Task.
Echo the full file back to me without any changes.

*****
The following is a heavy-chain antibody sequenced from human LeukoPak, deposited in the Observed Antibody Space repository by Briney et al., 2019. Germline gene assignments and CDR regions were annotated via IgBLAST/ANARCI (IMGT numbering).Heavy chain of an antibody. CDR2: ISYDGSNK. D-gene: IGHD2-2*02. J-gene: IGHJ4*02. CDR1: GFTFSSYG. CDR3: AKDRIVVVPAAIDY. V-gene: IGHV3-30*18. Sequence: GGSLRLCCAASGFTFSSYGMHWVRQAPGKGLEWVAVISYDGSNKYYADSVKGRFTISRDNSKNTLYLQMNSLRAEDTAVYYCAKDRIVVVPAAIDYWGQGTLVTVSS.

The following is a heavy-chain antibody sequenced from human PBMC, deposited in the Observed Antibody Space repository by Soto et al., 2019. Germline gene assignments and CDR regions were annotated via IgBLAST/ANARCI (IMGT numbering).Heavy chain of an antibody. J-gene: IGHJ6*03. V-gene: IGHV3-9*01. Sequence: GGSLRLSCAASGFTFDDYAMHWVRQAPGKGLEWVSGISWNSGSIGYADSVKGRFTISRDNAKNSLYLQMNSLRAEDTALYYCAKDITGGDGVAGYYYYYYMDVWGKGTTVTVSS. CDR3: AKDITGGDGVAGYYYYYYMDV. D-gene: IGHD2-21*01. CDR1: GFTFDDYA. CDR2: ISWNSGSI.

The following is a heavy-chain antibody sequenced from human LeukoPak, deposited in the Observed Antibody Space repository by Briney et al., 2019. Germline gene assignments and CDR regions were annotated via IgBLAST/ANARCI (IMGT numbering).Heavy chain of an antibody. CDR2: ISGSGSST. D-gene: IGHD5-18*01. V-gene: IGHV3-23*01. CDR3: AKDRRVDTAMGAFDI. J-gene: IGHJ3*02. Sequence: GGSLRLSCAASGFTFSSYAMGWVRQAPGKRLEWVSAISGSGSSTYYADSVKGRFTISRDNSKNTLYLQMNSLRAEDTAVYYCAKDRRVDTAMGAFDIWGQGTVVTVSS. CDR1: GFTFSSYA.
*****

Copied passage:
The following is a heavy-chain antibody sequenced from human LeukoPak, deposited in the Observed Antibody Space repository by Briney et al., 2019. Germline gene assignments and CDR regions were annotated via IgBLAST/ANARCI (IMGT numbering).Heavy chain of an antibody. CDR2: ISYDGSNK. D-gene: IGHD2-2*02. J-gene: IGHJ4*02. CDR1: GFTFSSYG. CDR3: AKDRIVVVPAAIDY. V-gene: IGHV3-30*18. Sequence: GGSLRLCCAASGFTFSSYGMHWVRQAPGKGLEWVAVISYDGSNKYYADSVKGRFTISRDNSKNTLYLQMNSLRAEDTAVYYCAKDRIVVVPAAIDYWGQGTLVTVSS.

The following is a heavy-chain antibody sequenced from human PBMC, deposited in the Observed Antibody Space repository by Soto et al., 2019. Germline gene assignments and CDR regions were annotated via IgBLAST/ANARCI (IMGT numbering).Heavy chain of an antibody. J-gene: IGHJ6*03. V-gene: IGHV3-9*01. Sequence: GGSLRLSCAASGFTFDDYAMHWVRQAPGKGLEWVSGISWNSGSIGYADSVKGRFTISRDNAKNSLYLQMNSLRAEDTALYYCAKDITGGDGVAGYYYYYYMDVWGKGTTVTVSS. CDR3: AKDITGGDGVAGYYYYYYMDV. D-gene: IGHD2-21*01. CDR1: GFTFDDYA. CDR2: ISWNSGSI.

The following is a heavy-chain antibody sequenced from human LeukoPak, deposited in the Observed Antibody Space repository by Briney et al., 2019. Germline gene assignments and CDR regions were annotated via IgBLAST/ANARCI (IMGT numbering).Heavy chain of an antibody. CDR2: ISGSGSST. D-gene: IGHD5-18*01. V-gene: IGHV3-23*01. CDR3: AKDRRVDTAMGAFDI. J-gene: IGHJ3*02. Sequence: GGSLRLSCAASGFTFSSYAMGWVRQAPGKRLEWVSAISGSGSSTYYADSVKGRFTISRDNSKNTLYLQMNSLRAEDTAVYYCAKDRRVDTAMGAFDIWGQGTVVTVSS. CDR1: GFTFSSYA.